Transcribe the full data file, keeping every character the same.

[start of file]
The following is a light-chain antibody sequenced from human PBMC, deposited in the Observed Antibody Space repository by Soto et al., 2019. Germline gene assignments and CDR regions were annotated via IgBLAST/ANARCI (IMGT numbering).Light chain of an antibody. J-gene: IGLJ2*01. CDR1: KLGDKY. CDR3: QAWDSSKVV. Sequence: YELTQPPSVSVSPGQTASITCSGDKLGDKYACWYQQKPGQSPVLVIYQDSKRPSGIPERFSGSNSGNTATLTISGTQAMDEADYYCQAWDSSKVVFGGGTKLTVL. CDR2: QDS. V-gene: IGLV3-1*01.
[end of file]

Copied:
The following is a light-chain antibody sequenced from human PBMC, deposited in the Observed Antibody Space repository by Soto et al., 2019. Germline gene assignments and CDR regions were annotated via IgBLAST/ANARCI (IMGT numbering).Light chain of an antibody. J-gene: IGLJ2*01. CDR1: KLGDKY. CDR3: QAWDSSKVV. Sequence: YELTQPPSVSVSPGQTASITCSGDKLGDKYACWYQQKPGQSPVLVIYQDSKRPSGIPERFSGSNSGNTATLTISGTQAMDEADYYCQAWDSSKVVFGGGTKLTVL. CDR2: QDS. V-gene: IGLV3-1*01.